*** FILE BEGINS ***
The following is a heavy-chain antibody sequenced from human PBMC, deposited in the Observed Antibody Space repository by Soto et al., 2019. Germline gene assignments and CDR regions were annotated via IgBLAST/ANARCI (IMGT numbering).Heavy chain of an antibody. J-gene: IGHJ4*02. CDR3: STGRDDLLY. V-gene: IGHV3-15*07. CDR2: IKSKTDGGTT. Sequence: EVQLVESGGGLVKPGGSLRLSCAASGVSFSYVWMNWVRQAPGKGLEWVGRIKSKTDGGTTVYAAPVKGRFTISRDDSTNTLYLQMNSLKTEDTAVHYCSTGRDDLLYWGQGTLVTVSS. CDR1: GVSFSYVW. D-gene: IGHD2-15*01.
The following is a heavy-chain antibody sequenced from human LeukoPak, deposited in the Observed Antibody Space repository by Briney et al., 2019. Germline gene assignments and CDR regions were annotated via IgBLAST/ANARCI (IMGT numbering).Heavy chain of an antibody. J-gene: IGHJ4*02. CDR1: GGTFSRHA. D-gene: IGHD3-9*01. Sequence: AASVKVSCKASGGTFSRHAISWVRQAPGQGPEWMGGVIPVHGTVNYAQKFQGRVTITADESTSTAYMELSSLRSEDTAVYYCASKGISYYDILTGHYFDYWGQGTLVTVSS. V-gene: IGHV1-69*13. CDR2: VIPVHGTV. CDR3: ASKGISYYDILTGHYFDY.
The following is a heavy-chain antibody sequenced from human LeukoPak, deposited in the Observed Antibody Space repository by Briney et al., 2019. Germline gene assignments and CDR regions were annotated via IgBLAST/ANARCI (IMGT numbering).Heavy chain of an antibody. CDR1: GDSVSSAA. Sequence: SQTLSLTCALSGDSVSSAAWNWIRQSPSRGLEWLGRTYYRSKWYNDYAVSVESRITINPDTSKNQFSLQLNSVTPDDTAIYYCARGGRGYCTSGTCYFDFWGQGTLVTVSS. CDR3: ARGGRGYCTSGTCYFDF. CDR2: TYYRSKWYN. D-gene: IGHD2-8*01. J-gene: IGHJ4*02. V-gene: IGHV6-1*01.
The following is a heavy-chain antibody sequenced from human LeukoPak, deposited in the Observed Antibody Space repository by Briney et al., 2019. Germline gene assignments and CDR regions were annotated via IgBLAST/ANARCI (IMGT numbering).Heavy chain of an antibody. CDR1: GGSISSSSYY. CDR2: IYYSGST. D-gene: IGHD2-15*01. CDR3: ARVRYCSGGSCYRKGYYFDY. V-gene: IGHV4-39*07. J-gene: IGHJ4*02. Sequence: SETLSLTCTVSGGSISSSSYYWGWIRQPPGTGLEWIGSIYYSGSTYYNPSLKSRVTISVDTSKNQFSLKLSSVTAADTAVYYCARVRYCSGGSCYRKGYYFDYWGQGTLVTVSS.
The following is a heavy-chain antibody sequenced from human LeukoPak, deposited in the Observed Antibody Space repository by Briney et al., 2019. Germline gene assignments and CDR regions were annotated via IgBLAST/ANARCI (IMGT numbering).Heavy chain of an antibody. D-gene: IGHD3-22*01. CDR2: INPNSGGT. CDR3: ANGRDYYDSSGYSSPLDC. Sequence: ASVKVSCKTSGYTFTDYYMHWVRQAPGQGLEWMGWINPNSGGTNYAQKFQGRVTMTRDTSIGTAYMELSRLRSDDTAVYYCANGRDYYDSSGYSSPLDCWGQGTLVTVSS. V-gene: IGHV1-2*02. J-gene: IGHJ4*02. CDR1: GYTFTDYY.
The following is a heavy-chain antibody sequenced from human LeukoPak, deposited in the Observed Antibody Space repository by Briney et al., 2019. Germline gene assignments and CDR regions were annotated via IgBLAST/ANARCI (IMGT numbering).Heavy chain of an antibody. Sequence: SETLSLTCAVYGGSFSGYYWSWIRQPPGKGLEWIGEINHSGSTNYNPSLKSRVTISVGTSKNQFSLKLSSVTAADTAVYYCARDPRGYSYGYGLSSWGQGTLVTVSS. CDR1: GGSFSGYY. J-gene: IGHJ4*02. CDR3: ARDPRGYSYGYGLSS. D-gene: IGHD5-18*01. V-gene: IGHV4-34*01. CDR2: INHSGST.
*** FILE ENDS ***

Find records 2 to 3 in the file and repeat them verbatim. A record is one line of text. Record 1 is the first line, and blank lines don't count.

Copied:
The following is a heavy-chain antibody sequenced from human LeukoPak, deposited in the Observed Antibody Space repository by Briney et al., 2019. Germline gene assignments and CDR regions were annotated via IgBLAST/ANARCI (IMGT numbering).Heavy chain of an antibody. J-gene: IGHJ4*02. CDR1: GGTFSRHA. D-gene: IGHD3-9*01. Sequence: AASVKVSCKASGGTFSRHAISWVRQAPGQGPEWMGGVIPVHGTVNYAQKFQGRVTITADESTSTAYMELSSLRSEDTAVYYCASKGISYYDILTGHYFDYWGQGTLVTVSS. V-gene: IGHV1-69*13. CDR2: VIPVHGTV. CDR3: ASKGISYYDILTGHYFDY.
The following is a heavy-chain antibody sequenced from human LeukoPak, deposited in the Observed Antibody Space repository by Briney et al., 2019. Germline gene assignments and CDR regions were annotated via IgBLAST/ANARCI (IMGT numbering).Heavy chain of an antibody. CDR1: GDSVSSAA. Sequence: SQTLSLTCALSGDSVSSAAWNWIRQSPSRGLEWLGRTYYRSKWYNDYAVSVESRITINPDTSKNQFSLQLNSVTPDDTAIYYCARGGRGYCTSGTCYFDFWGQGTLVTVSS. CDR3: ARGGRGYCTSGTCYFDF. CDR2: TYYRSKWYN. D-gene: IGHD2-8*01. J-gene: IGHJ4*02. V-gene: IGHV6-1*01.